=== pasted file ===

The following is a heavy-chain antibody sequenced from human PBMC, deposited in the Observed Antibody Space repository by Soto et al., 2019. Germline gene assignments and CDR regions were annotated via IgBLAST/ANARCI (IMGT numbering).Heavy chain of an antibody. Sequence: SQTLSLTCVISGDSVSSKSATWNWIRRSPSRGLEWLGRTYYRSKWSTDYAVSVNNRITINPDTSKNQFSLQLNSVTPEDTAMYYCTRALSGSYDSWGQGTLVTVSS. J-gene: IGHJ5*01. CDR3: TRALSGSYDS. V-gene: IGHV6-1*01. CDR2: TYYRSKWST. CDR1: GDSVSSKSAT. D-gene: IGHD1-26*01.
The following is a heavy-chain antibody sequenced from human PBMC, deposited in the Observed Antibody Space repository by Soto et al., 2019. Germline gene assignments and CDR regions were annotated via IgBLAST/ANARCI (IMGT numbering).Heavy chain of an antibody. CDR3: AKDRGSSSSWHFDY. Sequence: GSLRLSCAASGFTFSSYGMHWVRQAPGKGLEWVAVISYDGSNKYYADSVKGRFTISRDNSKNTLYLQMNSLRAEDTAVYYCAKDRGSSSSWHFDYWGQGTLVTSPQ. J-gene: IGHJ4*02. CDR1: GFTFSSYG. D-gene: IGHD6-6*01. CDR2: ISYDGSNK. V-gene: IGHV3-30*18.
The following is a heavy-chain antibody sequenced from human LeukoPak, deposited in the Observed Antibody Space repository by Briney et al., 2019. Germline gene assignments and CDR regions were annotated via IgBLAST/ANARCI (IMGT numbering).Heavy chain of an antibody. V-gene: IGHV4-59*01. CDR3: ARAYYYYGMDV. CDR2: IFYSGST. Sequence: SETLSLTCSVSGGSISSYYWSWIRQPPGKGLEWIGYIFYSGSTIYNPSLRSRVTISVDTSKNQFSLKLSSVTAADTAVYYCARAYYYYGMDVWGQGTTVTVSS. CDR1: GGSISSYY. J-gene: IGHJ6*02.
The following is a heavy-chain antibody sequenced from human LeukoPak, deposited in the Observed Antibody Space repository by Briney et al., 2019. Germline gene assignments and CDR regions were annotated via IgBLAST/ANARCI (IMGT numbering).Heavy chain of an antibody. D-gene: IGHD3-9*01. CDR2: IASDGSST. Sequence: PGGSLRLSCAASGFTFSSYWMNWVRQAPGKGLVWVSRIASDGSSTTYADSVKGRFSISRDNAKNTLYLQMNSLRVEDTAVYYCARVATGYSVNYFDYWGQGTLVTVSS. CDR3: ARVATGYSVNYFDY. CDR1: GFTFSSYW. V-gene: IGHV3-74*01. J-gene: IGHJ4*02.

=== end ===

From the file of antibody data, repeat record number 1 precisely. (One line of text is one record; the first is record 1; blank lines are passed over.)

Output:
The following is a heavy-chain antibody sequenced from human PBMC, deposited in the Observed Antibody Space repository by Soto et al., 2019. Germline gene assignments and CDR regions were annotated via IgBLAST/ANARCI (IMGT numbering).Heavy chain of an antibody. Sequence: SQTLSLTCVISGDSVSSKSATWNWIRRSPSRGLEWLGRTYYRSKWSTDYAVSVNNRITINPDTSKNQFSLQLNSVTPEDTAMYYCTRALSGSYDSWGQGTLVTVSS. J-gene: IGHJ5*01. CDR3: TRALSGSYDS. V-gene: IGHV6-1*01. CDR2: TYYRSKWST. CDR1: GDSVSSKSAT. D-gene: IGHD1-26*01.